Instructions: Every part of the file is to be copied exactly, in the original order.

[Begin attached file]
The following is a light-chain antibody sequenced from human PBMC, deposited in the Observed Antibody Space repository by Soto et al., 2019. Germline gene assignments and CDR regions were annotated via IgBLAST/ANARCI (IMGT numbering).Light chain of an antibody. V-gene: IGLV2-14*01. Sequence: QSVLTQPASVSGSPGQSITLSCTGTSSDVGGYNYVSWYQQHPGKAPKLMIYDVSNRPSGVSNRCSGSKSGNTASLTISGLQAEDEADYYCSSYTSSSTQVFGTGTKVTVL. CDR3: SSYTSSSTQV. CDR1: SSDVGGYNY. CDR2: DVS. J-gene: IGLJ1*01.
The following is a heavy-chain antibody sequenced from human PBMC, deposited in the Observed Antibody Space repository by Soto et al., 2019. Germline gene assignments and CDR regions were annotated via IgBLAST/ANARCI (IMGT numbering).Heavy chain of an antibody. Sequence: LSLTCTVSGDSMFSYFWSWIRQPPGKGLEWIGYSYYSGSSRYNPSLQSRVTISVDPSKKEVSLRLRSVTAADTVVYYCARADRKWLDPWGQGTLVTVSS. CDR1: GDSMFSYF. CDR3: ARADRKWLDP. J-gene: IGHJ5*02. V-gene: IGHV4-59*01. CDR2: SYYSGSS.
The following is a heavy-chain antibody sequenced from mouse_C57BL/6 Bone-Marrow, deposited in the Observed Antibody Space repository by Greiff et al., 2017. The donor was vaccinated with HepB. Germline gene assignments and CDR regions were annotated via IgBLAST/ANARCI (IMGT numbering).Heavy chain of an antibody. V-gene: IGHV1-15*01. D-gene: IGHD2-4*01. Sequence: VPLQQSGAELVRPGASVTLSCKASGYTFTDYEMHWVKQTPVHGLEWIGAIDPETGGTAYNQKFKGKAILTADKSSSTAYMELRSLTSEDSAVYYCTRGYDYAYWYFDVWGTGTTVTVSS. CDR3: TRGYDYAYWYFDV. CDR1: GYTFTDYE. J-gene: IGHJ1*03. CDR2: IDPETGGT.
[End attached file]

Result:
The following is a light-chain antibody sequenced from human PBMC, deposited in the Observed Antibody Space repository by Soto et al., 2019. Germline gene assignments and CDR regions were annotated via IgBLAST/ANARCI (IMGT numbering).Light chain of an antibody. V-gene: IGLV2-14*01. Sequence: QSVLTQPASVSGSPGQSITLSCTGTSSDVGGYNYVSWYQQHPGKAPKLMIYDVSNRPSGVSNRCSGSKSGNTASLTISGLQAEDEADYYCSSYTSSSTQVFGTGTKVTVL. CDR3: SSYTSSSTQV. CDR1: SSDVGGYNY. CDR2: DVS. J-gene: IGLJ1*01.
The following is a heavy-chain antibody sequenced from human PBMC, deposited in the Observed Antibody Space repository by Soto et al., 2019. Germline gene assignments and CDR regions were annotated via IgBLAST/ANARCI (IMGT numbering).Heavy chain of an antibody. Sequence: LSLTCTVSGDSMFSYFWSWIRQPPGKGLEWIGYSYYSGSSRYNPSLQSRVTISVDPSKKEVSLRLRSVTAADTVVYYCARADRKWLDPWGQGTLVTVSS. CDR1: GDSMFSYF. CDR3: ARADRKWLDP. J-gene: IGHJ5*02. V-gene: IGHV4-59*01. CDR2: SYYSGSS.
The following is a heavy-chain antibody sequenced from mouse_C57BL/6 Bone-Marrow, deposited in the Observed Antibody Space repository by Greiff et al., 2017. The donor was vaccinated with HepB. Germline gene assignments and CDR regions were annotated via IgBLAST/ANARCI (IMGT numbering).Heavy chain of an antibody. V-gene: IGHV1-15*01. D-gene: IGHD2-4*01. Sequence: VPLQQSGAELVRPGASVTLSCKASGYTFTDYEMHWVKQTPVHGLEWIGAIDPETGGTAYNQKFKGKAILTADKSSSTAYMELRSLTSEDSAVYYCTRGYDYAYWYFDVWGTGTTVTVSS. CDR3: TRGYDYAYWYFDV. CDR1: GYTFTDYE. J-gene: IGHJ1*03. CDR2: IDPETGGT.